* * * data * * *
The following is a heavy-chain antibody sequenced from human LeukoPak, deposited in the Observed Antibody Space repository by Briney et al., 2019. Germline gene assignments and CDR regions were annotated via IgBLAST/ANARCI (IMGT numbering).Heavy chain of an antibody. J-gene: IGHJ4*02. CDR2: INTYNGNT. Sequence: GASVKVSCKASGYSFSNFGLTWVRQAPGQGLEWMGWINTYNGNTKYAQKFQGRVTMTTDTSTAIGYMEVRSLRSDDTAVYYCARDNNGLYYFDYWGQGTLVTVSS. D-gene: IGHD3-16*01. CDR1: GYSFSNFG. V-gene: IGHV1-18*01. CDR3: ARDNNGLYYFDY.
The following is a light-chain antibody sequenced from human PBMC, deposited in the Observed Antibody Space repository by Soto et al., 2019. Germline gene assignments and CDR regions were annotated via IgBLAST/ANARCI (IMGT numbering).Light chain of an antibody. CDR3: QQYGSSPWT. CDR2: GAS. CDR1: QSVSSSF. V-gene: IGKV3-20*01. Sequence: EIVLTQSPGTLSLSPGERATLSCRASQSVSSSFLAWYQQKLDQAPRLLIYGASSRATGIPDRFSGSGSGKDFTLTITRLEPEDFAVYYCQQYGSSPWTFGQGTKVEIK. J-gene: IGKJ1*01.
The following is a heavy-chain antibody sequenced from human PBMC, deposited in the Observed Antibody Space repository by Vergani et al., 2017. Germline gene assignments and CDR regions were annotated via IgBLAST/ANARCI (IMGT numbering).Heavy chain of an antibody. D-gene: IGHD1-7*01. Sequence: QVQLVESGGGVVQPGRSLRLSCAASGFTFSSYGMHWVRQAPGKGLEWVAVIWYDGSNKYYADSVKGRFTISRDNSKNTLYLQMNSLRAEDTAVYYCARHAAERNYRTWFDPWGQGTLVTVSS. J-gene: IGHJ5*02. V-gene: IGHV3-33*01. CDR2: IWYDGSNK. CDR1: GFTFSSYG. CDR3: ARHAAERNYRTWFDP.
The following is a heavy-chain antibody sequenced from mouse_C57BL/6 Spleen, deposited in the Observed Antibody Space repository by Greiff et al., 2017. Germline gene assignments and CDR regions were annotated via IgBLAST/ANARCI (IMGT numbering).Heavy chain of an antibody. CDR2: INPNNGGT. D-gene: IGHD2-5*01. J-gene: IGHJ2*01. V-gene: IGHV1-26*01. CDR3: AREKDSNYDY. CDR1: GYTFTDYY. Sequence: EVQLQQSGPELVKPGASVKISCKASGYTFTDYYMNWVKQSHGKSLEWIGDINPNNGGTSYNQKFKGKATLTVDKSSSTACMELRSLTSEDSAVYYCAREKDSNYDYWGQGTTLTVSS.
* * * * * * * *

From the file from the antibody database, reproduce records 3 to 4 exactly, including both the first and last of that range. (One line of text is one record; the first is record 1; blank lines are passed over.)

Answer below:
The following is a heavy-chain antibody sequenced from human PBMC, deposited in the Observed Antibody Space repository by Vergani et al., 2017. Germline gene assignments and CDR regions were annotated via IgBLAST/ANARCI (IMGT numbering).Heavy chain of an antibody. D-gene: IGHD1-7*01. Sequence: QVQLVESGGGVVQPGRSLRLSCAASGFTFSSYGMHWVRQAPGKGLEWVAVIWYDGSNKYYADSVKGRFTISRDNSKNTLYLQMNSLRAEDTAVYYCARHAAERNYRTWFDPWGQGTLVTVSS. J-gene: IGHJ5*02. V-gene: IGHV3-33*01. CDR2: IWYDGSNK. CDR1: GFTFSSYG. CDR3: ARHAAERNYRTWFDP.
The following is a heavy-chain antibody sequenced from mouse_C57BL/6 Spleen, deposited in the Observed Antibody Space repository by Greiff et al., 2017. Germline gene assignments and CDR regions were annotated via IgBLAST/ANARCI (IMGT numbering).Heavy chain of an antibody. CDR2: INPNNGGT. D-gene: IGHD2-5*01. J-gene: IGHJ2*01. V-gene: IGHV1-26*01. CDR3: AREKDSNYDY. CDR1: GYTFTDYY. Sequence: EVQLQQSGPELVKPGASVKISCKASGYTFTDYYMNWVKQSHGKSLEWIGDINPNNGGTSYNQKFKGKATLTVDKSSSTACMELRSLTSEDSAVYYCAREKDSNYDYWGQGTTLTVSS.